Henry David Thoreau Quotes

There are moments when all anxiety and stated toil are becalmed in the infinite leisure and repose of nature.
Henry David Thoreau (1817-1862), U.S. philosopher, author, naturalist. A Week on the Concord and Merrimack Rivers (1849), in The Writings of Henry David Thoreau, vol. 1, p. 130, Houghton Mifflin (1906).
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Above all, he possessed a hearty good-will to all men, and never wrote a cross or even careless word.
Henry David Thoreau (1817-1862), U.S. philosopher, author, naturalist. A Week on the Concord and Merrimack Rivers (1849), in The Writings of Henry David Thoreau, vol. 1, p. 348, Houghton Mifflin (1906).
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It were vain for me to endeavor to interpret the Silence. She cannot be done into English. For six thousand years men have translated her with what fidelity belonged to each, and still she is little better than a sealed book. A man may run on confidently for a time, thinking he has her under his thumb, and shall one day exhaust her, but he too must at last be silent, and men remark only how brave a beginning he made; for when he at length dives into her, so vast is the disproportion of the told to the untold that the former will seem but the bubble on the surface where he disappeared. Nevertheless, we will go on, like those Chinese cliff swallows, feathering our nests with the froth which may one day be bread of life to such as dwell by the seashore.
Henry David Thoreau (1817-1862), U.S. philosopher, author, naturalist. A Week on the Concord and Merrimack Rivers (1849), in The Writings of Henry David Thoreau, vol. 1, p. 420, Houghton Mifflin (1906).
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Penacooks and Mohawks! ubique gentium sunt?
Henry David Thoreau (1817-1862), U.S. philosopher, author, naturalist. A Week on the Concord and Merrimack Rivers (1849), in The Writings of Henry David Thoreau, vol. 1, p. 232, Houghton Mifflin (1906).
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Tradition is a more interrupted and feebler memory.
Henry David Thoreau (1817-1862), U.S. philosopher, author, naturalist. A Week on the Concord and Merrimack Rivers (1849), in The Writings of Henry David Thoreau, vol. 1, p. 310, Houghton Mifflin (1906).
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The landscape was clothed in a mild and quiet light, in which the woods and fences checkered and partitioned it with new regularity, and rough and uneven fields stretched away with lawn-like smoothness to the horizon, and the clouds, finely distinct and picturesque, seemed a fit drapery to hang over fairyland. The world seemed decked for some holiday or prouder pageantry ... like a green lane into a country maze, at the season when fruit-trees are in blossom.
Henry David Thoreau (1817-1862), U.S. philosopher, author, naturalist. A Week on the Concord and Merrimack Rivers (1849), in The Writings of Henry David Thoreau, vol. 1, p. 45, Houghton Mifflin (1906).
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Of all nations the English undoubtedly proved hitherto that they had the most business here. Yet I am not sure but I have most sympathy with that spirit of adventure which distinguished the French and Spaniards of those days, and made them especially the explorers of the American Continent,—which so early carried the former to the Great Lakes and the Mississippi on the north, and the latter to the same river in the south. It was long before our frontiers reached their settlements in the West. So far as inland discovery was concerned, the adventurous spirit of the English was that of sailors who land but for a day, and their enterprise the enterprise of traders.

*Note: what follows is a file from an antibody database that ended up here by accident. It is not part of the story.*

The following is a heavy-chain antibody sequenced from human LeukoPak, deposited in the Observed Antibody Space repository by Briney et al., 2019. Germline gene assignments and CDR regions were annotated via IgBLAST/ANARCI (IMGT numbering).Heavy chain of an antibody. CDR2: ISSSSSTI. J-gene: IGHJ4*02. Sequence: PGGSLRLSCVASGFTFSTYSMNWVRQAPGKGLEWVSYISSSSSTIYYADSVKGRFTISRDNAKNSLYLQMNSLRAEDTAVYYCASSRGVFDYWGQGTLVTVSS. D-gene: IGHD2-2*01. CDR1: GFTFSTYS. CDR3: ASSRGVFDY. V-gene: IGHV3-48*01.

Henry David Thoreau (1817-1862), U.S. philosopher, author, naturalist. "A Yankee in Canada" (1853), in The Writings of Henry David Thoreau, vol. 5, pp. 67-68, Houghton Mifflin (1906).
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In Dwight's "Travels in New England" it is stated that the inhabitants of Truro were formerly regularly warned under the authority of law in the month of April yearly, to plant beach- grass, as elsewhere they are warned to repair the highways.... In this way, for instance, they built up again that part of the Cape between Truro and Provincetown where the sea broke over in the last century.... Thus Cape Cod is anchored to the heavens, as it were, by a myriad little cables of beach-grass, and, if they should fail, would become a total wreck, and ere long go to the bottom.
Henry David Thoreau (1817-1862), U.S. philosopher, author, naturalist. Cape Cod (1855-1865), in The Writings of Henry David Thoreau, vol. 4, pp. 207-209, Houghton Mifflin (1906).
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I saw a guide-post surmounted by a pair of moose horns.... They are sometimes used for ornamental hat-trees, together with deer's horns, in front entries; but ... I trust that I shall have a better excuse for killing a moose than that I may hang my hat on his horns.
Henry David Thoreau (1817-1862), U.S. philosopher, author, naturalist. "Chesuncook" (1858) in The Maine Woods (1864), in The Writings of Henry David Thoreau, vol. 3, pp. 97-98, Houghton Mifflin (1906).
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But, to speak practically and as a citizen, unlike those who call themselves no-government men, I ask for, not at once no government, but at once a better government. Let every man make known what kind of government would command his respect, and that will be one step toward obtaining it.
Henry David Thoreau (1817-1862), U.S. philosopher, author, naturalist. "Civil Disobedience," originally published as "Resistance to Civil Government" (1849), in The Writings of Henry David Thoreau, vol. 4, p. 357, Houghton Mifflin (1906).
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